When it comes to retirement planning, someone should do their best to “immunize” their spending to make sure that both necessary obligations are continuing to be met month after month, while also ensuring that an appropriate amount of money is spent on maintaining a good quality of life and so that someone can have fun in their post-working lives.
This is a perspective shared by Michael Falk, an investing expert who recently spoke with Jeff Ptak and Christine Benz of Morningstar’s podcast “The Long View.”
When it comes to defining what it means to “immunize” spending, Falk explains that it comes down to a division into two separate, but important “buckets.”
“Many years ago, I coined a term, you should immunize before you even try to optimize,” Falk explains. “And what I’m referencing here is, take your entire spending plan, everything you spend money on every month, and divide it into two pieces: fixed spending that happens no matter what and fun or aspirational spending.”
It begins with asking some key questions about the realities of spending in retirement, including what coverage someone has for fixed life spending, such as Social Security benefits or pension payments.
“If you have coverage, then we know that your fixed spending is immunized,” Falk says. “The goal here then […] is to ask to what extent should we be looking [at] annuities, or laddered bonds, or reverse mortgage[s] to immunize that fixed spending. Because then once we do that, we can bias the portfolio heavily toward equities, or other risky assets, for the aspirational spending because even if there is a bad year, you can still cover your costs. You don’t have to worry about liquidating at a bad time.”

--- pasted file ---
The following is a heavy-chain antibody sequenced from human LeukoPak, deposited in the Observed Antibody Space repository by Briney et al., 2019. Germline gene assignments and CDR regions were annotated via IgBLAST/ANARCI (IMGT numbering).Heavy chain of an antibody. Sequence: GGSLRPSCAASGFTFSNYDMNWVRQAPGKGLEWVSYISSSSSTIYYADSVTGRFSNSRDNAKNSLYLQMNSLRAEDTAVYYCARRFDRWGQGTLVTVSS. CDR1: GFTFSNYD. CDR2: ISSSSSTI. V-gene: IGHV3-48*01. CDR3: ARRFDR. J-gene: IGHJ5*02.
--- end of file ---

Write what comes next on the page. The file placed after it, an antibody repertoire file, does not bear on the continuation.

Specifically when it comes to the employment of a reverse mortgage in a retirement plan, Falk explains that it is one of three possible solutions for an immunization of the spending portfolio. The other two include laddered bonds and annuities.
“With annuity contracts, find an annuity expert,” Falk advises. “The complexity in these things that seems straightforward is real. Laddered bonds, well, here is simplicity, given interest rates today, or expected in the near future, maybe we don’t even have to think about that choice.”
Specifically for reverse mortgages, a senior should think carefully about how that decision could impact potential heirs once they pass away, Falk says.
“Reverse mortgage, now this gets into other bequest aspects of someone’s estate plan,” he says. “And can they stay in that house as they age? Are they going to have to sell it? And it gets into a different conversation then that connects with retirement planning that has to then get into the estate planning side of the dialogue.”
Listen to the episode of “The Long View” featuring Michael Falk at Morningstar.